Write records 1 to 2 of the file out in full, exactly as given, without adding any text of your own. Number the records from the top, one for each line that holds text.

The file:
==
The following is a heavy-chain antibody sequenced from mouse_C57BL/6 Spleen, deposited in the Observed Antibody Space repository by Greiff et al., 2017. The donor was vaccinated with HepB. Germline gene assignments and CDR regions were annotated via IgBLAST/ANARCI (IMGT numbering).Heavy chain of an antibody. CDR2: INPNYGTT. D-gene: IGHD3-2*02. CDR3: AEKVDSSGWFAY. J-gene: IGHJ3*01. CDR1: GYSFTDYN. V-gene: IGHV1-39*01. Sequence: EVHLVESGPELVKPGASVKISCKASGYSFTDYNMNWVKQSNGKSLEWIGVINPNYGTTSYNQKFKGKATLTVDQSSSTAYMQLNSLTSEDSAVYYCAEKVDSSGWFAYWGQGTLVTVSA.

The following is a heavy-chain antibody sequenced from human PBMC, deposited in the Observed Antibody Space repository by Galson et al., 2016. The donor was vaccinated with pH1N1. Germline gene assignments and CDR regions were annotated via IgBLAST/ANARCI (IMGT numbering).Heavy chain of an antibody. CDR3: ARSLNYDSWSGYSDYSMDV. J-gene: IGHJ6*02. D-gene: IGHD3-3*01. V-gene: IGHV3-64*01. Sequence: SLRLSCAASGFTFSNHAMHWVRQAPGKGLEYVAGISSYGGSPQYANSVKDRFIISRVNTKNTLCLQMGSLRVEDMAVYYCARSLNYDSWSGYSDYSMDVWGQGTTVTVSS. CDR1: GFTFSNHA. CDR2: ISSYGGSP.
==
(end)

The following is a heavy-chain antibody sequenced from mouse_C57BL/6 Spleen, deposited in the Observed Antibody Space repository by Greiff et al., 2017. The donor was vaccinated with HepB. Germline gene assignments and CDR regions were annotated via IgBLAST/ANARCI (IMGT numbering).Heavy chain of an antibody. CDR2: INPNYGTT. D-gene: IGHD3-2*02. CDR3: AEKVDSSGWFAY. J-gene: IGHJ3*01. CDR1: GYSFTDYN. V-gene: IGHV1-39*01. Sequence: EVHLVESGPELVKPGASVKISCKASGYSFTDYNMNWVKQSNGKSLEWIGVINPNYGTTSYNQKFKGKATLTVDQSSSTAYMQLNSLTSEDSAVYYCAEKVDSSGWFAYWGQGTLVTVSA.

The following is a heavy-chain antibody sequenced from human PBMC, deposited in the Observed Antibody Space repository by Galson et al., 2016. The donor was vaccinated with pH1N1. Germline gene assignments and CDR regions were annotated via IgBLAST/ANARCI (IMGT numbering).Heavy chain of an antibody. CDR3: ARSLNYDSWSGYSDYSMDV. J-gene: IGHJ6*02. D-gene: IGHD3-3*01. V-gene: IGHV3-64*01. Sequence: SLRLSCAASGFTFSNHAMHWVRQAPGKGLEYVAGISSYGGSPQYANSVKDRFIISRVNTKNTLCLQMGSLRVEDMAVYYCARSLNYDSWSGYSDYSMDVWGQGTTVTVSS. CDR1: GFTFSNHA. CDR2: ISSYGGSP.